Inmates at the prison where James “Whitey” Bulger was killed knew in advance that the notorious gangster was being transferred there, according to a transcript of a phone call between one of the suspects and his mother.
“We’re getting ready to get another higher profile person here tonight,” Sean McKinnon told his mother on Oct. 29, 2018, according to a partial transcript of the call read by federal prosecutors in court Monday.
McKinnon went on to identify the arriving prisoner as Bulger, the former Boston crime boss.
“Stay away from him, please,” his mother, Cheryl Prevost, replied, according to prosecutors.
The call took place at 3:30 p.m., according to prosecutors.
Bulger, 89, arrived at the prison in Hazelton, West Virginia, five hours later, at 8:30 p.m. He was found bludgeoned to death at 8:07 a.m. the following morning.
Bulger’s death was a stunning security failure for the federal prison system. The previously undisclosed revelation that USP Hazelton inmates were tipped off to Bulger’s arrival raises additional questions about the federal Bureau of Prisons’ handling of his transfer to one of the country’s most violent prisons.
“It’s just absurd that this happened,” said Vito Maraviglia, a former Bureau of Prisons investigator who spent more than two decades investigating inmates for gang affiliations and other potential threats to determine where they should be placed inside federal prisons.
Maraviglia said he would have “raised holy hell over” Bulger being placed in the general population of a prison like USP Hazelton.
The Justice Department last week announced charges against McKinnon, 36, and two Massachusetts men with mob ties: Fotios “Freddy” Geas, 55, a mafia hitman who was sharing a cell with McKinnon, and Paul DeCologero, 48, who was a member of an organized crime gang led by his uncle.
Speaking at a detention hearing for McKinnon on Monday, prosecutors described what the surveillance system captured inside the prison, providing the most detailed account yet of the circumstances around Bulger’s killing.
Shortly after the cell doors opened up on their unit at 6 a.m., the three suspects met in the cell belonging to Geas and McKinnon. Six minutes later, all three walked out, according to prosecutor Hannah Nowalk.
DeCologero and Geas entered Bulger’s cell; McKinnon sat at a table with a view of that cell and the officers’ station, Nowalk said.
DeCologero and Geas remained in Bulger’s cell for seven minutes. After they left at 6:13 a.m., all three men returned to the cell belonging to Geas and McKinnon, according to Nowalk.
She said the government’s case is bolstered by three jailhouse informants. One of them said DeCologero, who goes by Pauly, told him that Bulger was a snitch, according to Nowalk. Bulger acted as an FBI informant while he led the largely Irish mob in Boston from the 1970s to the early 1990s.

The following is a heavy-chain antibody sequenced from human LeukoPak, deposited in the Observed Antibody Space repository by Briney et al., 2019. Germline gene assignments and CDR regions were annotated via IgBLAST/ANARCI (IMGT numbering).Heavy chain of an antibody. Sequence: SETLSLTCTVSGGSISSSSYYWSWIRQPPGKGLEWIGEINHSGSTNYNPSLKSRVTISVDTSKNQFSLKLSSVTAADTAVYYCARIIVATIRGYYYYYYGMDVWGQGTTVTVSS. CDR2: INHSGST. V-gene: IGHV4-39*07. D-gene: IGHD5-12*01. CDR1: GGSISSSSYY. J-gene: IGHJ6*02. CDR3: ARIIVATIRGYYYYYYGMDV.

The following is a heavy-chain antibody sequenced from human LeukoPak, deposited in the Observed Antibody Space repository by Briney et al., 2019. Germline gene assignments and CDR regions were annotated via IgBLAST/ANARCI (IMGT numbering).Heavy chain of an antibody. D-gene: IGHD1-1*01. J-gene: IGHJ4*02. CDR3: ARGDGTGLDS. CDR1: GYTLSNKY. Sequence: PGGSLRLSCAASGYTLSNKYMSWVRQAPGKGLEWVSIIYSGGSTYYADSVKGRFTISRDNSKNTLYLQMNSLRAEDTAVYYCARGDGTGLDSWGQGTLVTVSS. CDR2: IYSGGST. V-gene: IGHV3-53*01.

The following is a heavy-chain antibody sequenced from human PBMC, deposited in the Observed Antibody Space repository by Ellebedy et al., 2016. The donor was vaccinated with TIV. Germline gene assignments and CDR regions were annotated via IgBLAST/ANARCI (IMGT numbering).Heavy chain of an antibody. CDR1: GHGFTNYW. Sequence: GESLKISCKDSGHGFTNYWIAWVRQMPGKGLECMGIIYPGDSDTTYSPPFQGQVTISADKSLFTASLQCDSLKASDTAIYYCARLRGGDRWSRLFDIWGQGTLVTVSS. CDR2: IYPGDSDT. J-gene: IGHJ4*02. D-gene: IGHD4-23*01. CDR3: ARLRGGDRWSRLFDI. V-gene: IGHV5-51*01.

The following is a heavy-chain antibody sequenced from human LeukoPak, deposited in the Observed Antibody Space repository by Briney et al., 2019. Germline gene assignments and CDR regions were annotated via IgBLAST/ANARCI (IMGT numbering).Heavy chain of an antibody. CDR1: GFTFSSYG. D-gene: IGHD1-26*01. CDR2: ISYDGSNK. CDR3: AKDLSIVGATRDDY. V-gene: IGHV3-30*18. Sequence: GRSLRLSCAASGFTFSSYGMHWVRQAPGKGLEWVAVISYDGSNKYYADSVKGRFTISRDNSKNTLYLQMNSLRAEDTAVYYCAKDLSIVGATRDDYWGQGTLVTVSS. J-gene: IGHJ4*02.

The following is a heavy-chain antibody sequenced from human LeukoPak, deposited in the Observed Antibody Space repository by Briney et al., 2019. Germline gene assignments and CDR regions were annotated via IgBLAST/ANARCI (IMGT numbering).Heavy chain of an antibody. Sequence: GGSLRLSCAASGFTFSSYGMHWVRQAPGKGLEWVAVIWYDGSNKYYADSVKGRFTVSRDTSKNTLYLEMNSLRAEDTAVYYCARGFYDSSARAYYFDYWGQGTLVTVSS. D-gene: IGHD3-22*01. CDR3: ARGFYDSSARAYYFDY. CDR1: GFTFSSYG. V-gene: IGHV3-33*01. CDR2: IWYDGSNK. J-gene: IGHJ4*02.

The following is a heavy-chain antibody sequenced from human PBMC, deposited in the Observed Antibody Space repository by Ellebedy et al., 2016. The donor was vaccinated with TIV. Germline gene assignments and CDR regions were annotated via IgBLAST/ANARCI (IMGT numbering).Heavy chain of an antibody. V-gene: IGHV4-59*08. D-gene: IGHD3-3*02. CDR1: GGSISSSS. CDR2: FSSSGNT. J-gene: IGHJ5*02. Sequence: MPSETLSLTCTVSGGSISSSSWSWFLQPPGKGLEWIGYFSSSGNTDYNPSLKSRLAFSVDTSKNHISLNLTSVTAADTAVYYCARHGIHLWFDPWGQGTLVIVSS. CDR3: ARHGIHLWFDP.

“Pauly said as soon as they saw Bulger come into the unit, they planned to kill him,” Nowalk said at the hearing, according to a transcript obtained by NBC News. “And then Pauly told this inmate witness that Sean McKinnon was the lookout.”
DeCologero also said that he and Geas used “a belt with a lock attached to it” to beat Bulger to death, according to Nowalk. Many news outlets, including NBC News, had previously reported that the men were believed to have used a lock stuffed inside a sock to kill Bulger.
Geas, DeCologero and McKinnon were charged with conspiracy to commit first-degree murder, as well as other offenses. Geas and DeCologero were also charged with aiding and abetting first-degree murder, and assault resulting in serious bodily injury. McKinnon, who had previously told NBC News he had nothing to do with the killing, was charged with making false statements to a federal agent.
At McKinnon’s court hearing, prosecutors said the phone call between McKinnon and his mother showed that he knew ahead of time that Bulger was coming to his prison.
McKinnon’s lawyer noted that the transcript of the call makes clear it wasn’t just McKinnon who knew about Bulger’s impending arrival.
“The entire unit was alerted that Whitey Bulger was coming to the unit,” said the lawyer, Christine Bird.
Maraviglia, the former prisons investigator, said it’s not uncommon for inmates in a housing facility to find out about new arrivals ahead of time. Prison officials will often speak to the potential cellmate of a new arrival to ensure that there won’t be any problems.
News of a high-profile inmate’s arrival could also have leaked out from a staff member. But Maraviglia said he thinks it’s unlikely that it may have been done intentionally to put Bulger in harm’s way.
“It’s more likely incompetence,” Maraviglia said. “We have a lot of incompetence in the Bureau of Prisons.”
The bureau did not immediately respond to a request for comment about how McKinnon and the other inmates would have known that Bulger was being transferred to their facility.